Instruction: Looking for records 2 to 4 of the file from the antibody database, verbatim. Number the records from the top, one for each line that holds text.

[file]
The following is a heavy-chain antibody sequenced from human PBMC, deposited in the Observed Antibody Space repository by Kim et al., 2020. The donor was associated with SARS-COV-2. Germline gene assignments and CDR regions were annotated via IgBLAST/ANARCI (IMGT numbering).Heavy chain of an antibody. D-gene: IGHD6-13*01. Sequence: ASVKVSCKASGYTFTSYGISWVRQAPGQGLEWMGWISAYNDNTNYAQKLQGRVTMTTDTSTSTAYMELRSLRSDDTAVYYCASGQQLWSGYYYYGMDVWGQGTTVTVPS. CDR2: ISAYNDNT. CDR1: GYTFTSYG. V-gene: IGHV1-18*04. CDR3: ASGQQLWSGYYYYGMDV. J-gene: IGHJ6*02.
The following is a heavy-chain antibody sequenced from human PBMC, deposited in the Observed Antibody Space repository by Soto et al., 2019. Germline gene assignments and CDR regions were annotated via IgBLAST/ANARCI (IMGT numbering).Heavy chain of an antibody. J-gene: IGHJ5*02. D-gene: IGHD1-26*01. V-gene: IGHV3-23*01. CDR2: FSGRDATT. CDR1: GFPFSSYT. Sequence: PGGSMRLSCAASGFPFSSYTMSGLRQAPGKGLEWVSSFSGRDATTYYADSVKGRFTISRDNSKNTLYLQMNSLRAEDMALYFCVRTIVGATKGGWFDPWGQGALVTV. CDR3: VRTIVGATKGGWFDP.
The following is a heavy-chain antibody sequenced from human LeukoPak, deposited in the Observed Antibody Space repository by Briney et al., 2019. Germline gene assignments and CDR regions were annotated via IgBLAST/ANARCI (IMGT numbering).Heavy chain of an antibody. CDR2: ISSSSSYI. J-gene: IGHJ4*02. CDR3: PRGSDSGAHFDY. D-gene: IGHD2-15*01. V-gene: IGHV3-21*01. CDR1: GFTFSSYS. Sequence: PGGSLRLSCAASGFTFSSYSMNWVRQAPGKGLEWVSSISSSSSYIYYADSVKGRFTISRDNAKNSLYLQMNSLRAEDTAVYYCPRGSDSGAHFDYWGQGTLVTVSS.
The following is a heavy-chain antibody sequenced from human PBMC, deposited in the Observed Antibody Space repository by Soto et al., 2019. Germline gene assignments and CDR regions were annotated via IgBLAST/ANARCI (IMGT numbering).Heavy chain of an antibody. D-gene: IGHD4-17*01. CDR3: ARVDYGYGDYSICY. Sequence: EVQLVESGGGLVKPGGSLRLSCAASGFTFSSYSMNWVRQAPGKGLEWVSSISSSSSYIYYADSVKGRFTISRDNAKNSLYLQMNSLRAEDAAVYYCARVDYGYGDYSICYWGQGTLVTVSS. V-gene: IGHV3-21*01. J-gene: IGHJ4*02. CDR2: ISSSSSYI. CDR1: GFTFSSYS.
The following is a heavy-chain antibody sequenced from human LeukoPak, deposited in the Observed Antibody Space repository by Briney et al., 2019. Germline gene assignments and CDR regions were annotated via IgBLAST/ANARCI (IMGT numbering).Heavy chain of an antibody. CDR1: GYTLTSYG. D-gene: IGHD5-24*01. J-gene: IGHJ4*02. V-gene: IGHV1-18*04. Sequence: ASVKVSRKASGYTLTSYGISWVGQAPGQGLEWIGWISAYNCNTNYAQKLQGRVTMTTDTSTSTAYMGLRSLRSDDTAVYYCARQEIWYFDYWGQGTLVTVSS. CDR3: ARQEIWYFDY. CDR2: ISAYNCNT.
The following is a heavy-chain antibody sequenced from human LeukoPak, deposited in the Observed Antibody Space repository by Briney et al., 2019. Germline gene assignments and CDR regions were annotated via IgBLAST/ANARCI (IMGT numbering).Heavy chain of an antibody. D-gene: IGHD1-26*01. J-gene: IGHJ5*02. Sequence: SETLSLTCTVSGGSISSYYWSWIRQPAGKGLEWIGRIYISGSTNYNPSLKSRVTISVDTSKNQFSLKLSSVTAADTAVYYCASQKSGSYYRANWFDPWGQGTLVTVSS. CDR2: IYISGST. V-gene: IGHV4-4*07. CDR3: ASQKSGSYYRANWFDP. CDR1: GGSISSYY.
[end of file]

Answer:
The following is a heavy-chain antibody sequenced from human PBMC, deposited in the Observed Antibody Space repository by Soto et al., 2019. Germline gene assignments and CDR regions were annotated via IgBLAST/ANARCI (IMGT numbering).Heavy chain of an antibody. J-gene: IGHJ5*02. D-gene: IGHD1-26*01. V-gene: IGHV3-23*01. CDR2: FSGRDATT. CDR1: GFPFSSYT. Sequence: PGGSMRLSCAASGFPFSSYTMSGLRQAPGKGLEWVSSFSGRDATTYYADSVKGRFTISRDNSKNTLYLQMNSLRAEDMALYFCVRTIVGATKGGWFDPWGQGALVTV. CDR3: VRTIVGATKGGWFDP.
The following is a heavy-chain antibody sequenced from human LeukoPak, deposited in the Observed Antibody Space repository by Briney et al., 2019. Germline gene assignments and CDR regions were annotated via IgBLAST/ANARCI (IMGT numbering).Heavy chain of an antibody. CDR2: ISSSSSYI. J-gene: IGHJ4*02. CDR3: PRGSDSGAHFDY. D-gene: IGHD2-15*01. V-gene: IGHV3-21*01. CDR1: GFTFSSYS. Sequence: PGGSLRLSCAASGFTFSSYSMNWVRQAPGKGLEWVSSISSSSSYIYYADSVKGRFTISRDNAKNSLYLQMNSLRAEDTAVYYCPRGSDSGAHFDYWGQGTLVTVSS.
The following is a heavy-chain antibody sequenced from human PBMC, deposited in the Observed Antibody Space repository by Soto et al., 2019. Germline gene assignments and CDR regions were annotated via IgBLAST/ANARCI (IMGT numbering).Heavy chain of an antibody. D-gene: IGHD4-17*01. CDR3: ARVDYGYGDYSICY. Sequence: EVQLVESGGGLVKPGGSLRLSCAASGFTFSSYSMNWVRQAPGKGLEWVSSISSSSSYIYYADSVKGRFTISRDNAKNSLYLQMNSLRAEDAAVYYCARVDYGYGDYSICYWGQGTLVTVSS. V-gene: IGHV3-21*01. J-gene: IGHJ4*02. CDR2: ISSSSSYI. CDR1: GFTFSSYS.